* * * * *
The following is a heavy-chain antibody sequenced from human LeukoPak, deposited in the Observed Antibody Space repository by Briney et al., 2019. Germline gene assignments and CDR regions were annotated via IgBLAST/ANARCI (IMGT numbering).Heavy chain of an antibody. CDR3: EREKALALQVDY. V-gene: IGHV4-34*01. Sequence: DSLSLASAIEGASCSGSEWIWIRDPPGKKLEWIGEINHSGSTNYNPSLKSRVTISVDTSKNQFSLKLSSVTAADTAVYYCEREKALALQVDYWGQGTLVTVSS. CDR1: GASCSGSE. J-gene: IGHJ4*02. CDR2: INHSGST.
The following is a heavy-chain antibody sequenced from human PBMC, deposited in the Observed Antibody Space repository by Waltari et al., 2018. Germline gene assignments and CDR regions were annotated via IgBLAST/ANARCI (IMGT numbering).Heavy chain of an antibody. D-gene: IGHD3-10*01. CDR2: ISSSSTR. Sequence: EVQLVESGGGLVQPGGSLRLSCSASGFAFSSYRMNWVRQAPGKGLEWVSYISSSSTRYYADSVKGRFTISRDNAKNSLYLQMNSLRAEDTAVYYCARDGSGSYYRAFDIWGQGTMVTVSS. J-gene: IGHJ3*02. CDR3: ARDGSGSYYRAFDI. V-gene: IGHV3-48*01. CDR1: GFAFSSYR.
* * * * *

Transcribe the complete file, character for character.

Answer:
The following is a heavy-chain antibody sequenced from human LeukoPak, deposited in the Observed Antibody Space repository by Briney et al., 2019. Germline gene assignments and CDR regions were annotated via IgBLAST/ANARCI (IMGT numbering).Heavy chain of an antibody. CDR3: EREKALALQVDY. V-gene: IGHV4-34*01. Sequence: DSLSLASAIEGASCSGSEWIWIRDPPGKKLEWIGEINHSGSTNYNPSLKSRVTISVDTSKNQFSLKLSSVTAADTAVYYCEREKALALQVDYWGQGTLVTVSS. CDR1: GASCSGSE. J-gene: IGHJ4*02. CDR2: INHSGST.
The following is a heavy-chain antibody sequenced from human PBMC, deposited in the Observed Antibody Space repository by Waltari et al., 2018. Germline gene assignments and CDR regions were annotated via IgBLAST/ANARCI (IMGT numbering).Heavy chain of an antibody. D-gene: IGHD3-10*01. CDR2: ISSSSTR. Sequence: EVQLVESGGGLVQPGGSLRLSCSASGFAFSSYRMNWVRQAPGKGLEWVSYISSSSTRYYADSVKGRFTISRDNAKNSLYLQMNSLRAEDTAVYYCARDGSGSYYRAFDIWGQGTMVTVSS. J-gene: IGHJ3*02. CDR3: ARDGSGSYYRAFDI. V-gene: IGHV3-48*01. CDR1: GFAFSSYR.